Picture this: a long awaited getaway weekend with your best girlfriend, a text from your husband that he's just started puking and our 17 month old is yelling at him while he pukes, and then the phone call. This phone call involved a very sick husband who was in a complete stalemate with our five year old, which resulted in one in tears and the other in grimacing exasperation...though these descriptions could probably apply to either or both at this point. And you ask...what was this crisis all about? One word...shame.
I know that shame is now a hot button topic and that the pendulum has swung from a world where terribly shaming behavior was the norm to one where even a an earnest comment or honest reaction can be categorized as shaming (which by the way when pointed out as such ironically serves to shame the person who dared to make such an utterance, but I digress). Despite the buzz about shame, and our intellectual dissection of it, there are moments when you suddenly and viscerally see it, feel it and know it and absolutely understand why we are tackling this issue and sense the power it can have.
Back to the phone call...my husband (who had just completed round 2 of puking violently) had asked my son what he was up to in the living room. My son had refused to tell him. My husband dragged himself out of bed to evaluate the damage only to find nothing broken. My son still refused to talk. Eventually this standoff deteriorated into both sides digging in, and needless say, mom got called in as mediator. My son repeatedly said he didn't want to tell me because he was scared. I tried my best to be patient (which wasn't easy considering the wine and hilarious company that was waiting for me), and it struck me that what I was hearing in his voice was shame.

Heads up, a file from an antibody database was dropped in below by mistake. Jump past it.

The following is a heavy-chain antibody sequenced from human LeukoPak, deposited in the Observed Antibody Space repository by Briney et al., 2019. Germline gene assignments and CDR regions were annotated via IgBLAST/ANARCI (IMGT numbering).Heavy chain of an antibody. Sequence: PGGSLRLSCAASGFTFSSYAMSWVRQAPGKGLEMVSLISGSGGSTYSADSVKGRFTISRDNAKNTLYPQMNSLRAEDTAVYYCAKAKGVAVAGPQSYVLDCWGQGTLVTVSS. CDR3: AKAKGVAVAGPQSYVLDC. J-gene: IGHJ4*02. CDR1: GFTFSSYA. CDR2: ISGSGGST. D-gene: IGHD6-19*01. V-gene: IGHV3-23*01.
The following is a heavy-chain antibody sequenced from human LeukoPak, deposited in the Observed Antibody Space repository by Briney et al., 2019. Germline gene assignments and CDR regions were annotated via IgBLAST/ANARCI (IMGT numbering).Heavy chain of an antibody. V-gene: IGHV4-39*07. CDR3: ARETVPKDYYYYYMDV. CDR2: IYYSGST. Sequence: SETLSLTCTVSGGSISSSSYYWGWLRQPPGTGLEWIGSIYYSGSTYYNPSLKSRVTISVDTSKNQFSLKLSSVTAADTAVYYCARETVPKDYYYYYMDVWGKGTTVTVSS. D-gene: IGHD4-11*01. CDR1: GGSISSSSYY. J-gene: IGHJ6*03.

Urgh. My heart hurt. I just took a deep breath and told him that no matter what he had done, I would always love him, so it was ok to tell me. And piece by piece, the story came out, which I will not share because it's not mine to share. But I must say it was so much less shocking than I was expecting after the excruciating exercise of trying to wrestle it from him.
It made me realize 2 things: 1) things are so much bigger when you're 5 (or 2 or 9 or 16 for that matter), and we can't be dismissive of the bigness of things to these little people and 2) we learn shame so young and from so many different people and places in our life.
And...you are wondering why I am sharing this story. I am sharing this story because I have read about shame resilience. I have discussed shame resilience. I have broken down the various elements of shame resilience and tried to apply them in my life. I read Brene Brown's Daring Greatly (which every human should read for sure), but suddenly it wasn't my shame I was worried about. Hearing the voice of my magic little person carry the weight of shame made me stop in my tracks. It knocked me upside the head, spun me around and then shook me. Then it looked me right in the eye and told me that this is what it was really all about.
We all experience shame. It's part of the human condition. But it came clear that my work around shame resilience wasn't just about me. It's about those amazing little beings that will someday walk into the world without me wiping their nose and asking if they remembered to go potty. It's about them seeing shame resilience and not knowing any different. And, hopefully, it's about them living the beautiful and soulful lives that are possible when you remove the fog of shame.
So, you tell me...have you ever had a moment as a mom where you saw shame creep into your little one's consciousness? We'd love to hear from you in the comments below.
Thank you so much for letting me be part of your journey. If you're wondering who I am, my name is Maggie. I am a working mom of two boys, who had my one vacation since July 2013 abruptly interrupted with a stunningly hilarious phone call. C'est la vie!